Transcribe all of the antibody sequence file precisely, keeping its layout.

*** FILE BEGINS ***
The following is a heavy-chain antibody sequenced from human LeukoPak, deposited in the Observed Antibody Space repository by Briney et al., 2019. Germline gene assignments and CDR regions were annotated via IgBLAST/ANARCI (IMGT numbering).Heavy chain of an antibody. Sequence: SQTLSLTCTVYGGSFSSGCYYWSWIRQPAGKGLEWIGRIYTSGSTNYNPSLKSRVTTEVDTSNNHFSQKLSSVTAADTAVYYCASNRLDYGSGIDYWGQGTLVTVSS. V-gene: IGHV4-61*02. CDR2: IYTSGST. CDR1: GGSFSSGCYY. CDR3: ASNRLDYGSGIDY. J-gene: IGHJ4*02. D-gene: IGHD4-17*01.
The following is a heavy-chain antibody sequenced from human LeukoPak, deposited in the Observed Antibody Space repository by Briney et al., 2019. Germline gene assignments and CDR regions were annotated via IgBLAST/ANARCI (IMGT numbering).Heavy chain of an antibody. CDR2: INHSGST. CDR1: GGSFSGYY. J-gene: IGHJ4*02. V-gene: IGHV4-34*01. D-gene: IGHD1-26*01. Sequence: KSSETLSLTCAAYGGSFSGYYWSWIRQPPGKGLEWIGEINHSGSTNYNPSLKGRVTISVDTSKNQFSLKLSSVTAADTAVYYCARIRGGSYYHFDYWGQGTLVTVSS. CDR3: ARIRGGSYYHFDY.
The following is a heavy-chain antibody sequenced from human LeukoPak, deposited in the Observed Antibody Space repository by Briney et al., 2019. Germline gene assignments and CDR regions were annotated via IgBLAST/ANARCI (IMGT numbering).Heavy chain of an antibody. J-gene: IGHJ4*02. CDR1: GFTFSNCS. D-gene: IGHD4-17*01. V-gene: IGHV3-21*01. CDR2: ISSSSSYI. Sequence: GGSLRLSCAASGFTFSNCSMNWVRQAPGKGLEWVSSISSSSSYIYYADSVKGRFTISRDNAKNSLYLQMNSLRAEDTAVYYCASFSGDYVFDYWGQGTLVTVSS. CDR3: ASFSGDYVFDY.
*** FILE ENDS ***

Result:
The following is a heavy-chain antibody sequenced from human LeukoPak, deposited in the Observed Antibody Space repository by Briney et al., 2019. Germline gene assignments and CDR regions were annotated via IgBLAST/ANARCI (IMGT numbering).Heavy chain of an antibody. Sequence: SQTLSLTCTVYGGSFSSGCYYWSWIRQPAGKGLEWIGRIYTSGSTNYNPSLKSRVTTEVDTSNNHFSQKLSSVTAADTAVYYCASNRLDYGSGIDYWGQGTLVTVSS. V-gene: IGHV4-61*02. CDR2: IYTSGST. CDR1: GGSFSSGCYY. CDR3: ASNRLDYGSGIDY. J-gene: IGHJ4*02. D-gene: IGHD4-17*01.
The following is a heavy-chain antibody sequenced from human LeukoPak, deposited in the Observed Antibody Space repository by Briney et al., 2019. Germline gene assignments and CDR regions were annotated via IgBLAST/ANARCI (IMGT numbering).Heavy chain of an antibody. CDR2: INHSGST. CDR1: GGSFSGYY. J-gene: IGHJ4*02. V-gene: IGHV4-34*01. D-gene: IGHD1-26*01. Sequence: KSSETLSLTCAAYGGSFSGYYWSWIRQPPGKGLEWIGEINHSGSTNYNPSLKGRVTISVDTSKNQFSLKLSSVTAADTAVYYCARIRGGSYYHFDYWGQGTLVTVSS. CDR3: ARIRGGSYYHFDY.
The following is a heavy-chain antibody sequenced from human LeukoPak, deposited in the Observed Antibody Space repository by Briney et al., 2019. Germline gene assignments and CDR regions were annotated via IgBLAST/ANARCI (IMGT numbering).Heavy chain of an antibody. J-gene: IGHJ4*02. CDR1: GFTFSNCS. D-gene: IGHD4-17*01. V-gene: IGHV3-21*01. CDR2: ISSSSSYI. Sequence: GGSLRLSCAASGFTFSNCSMNWVRQAPGKGLEWVSSISSSSSYIYYADSVKGRFTISRDNAKNSLYLQMNSLRAEDTAVYYCASFSGDYVFDYWGQGTLVTVSS. CDR3: ASFSGDYVFDY.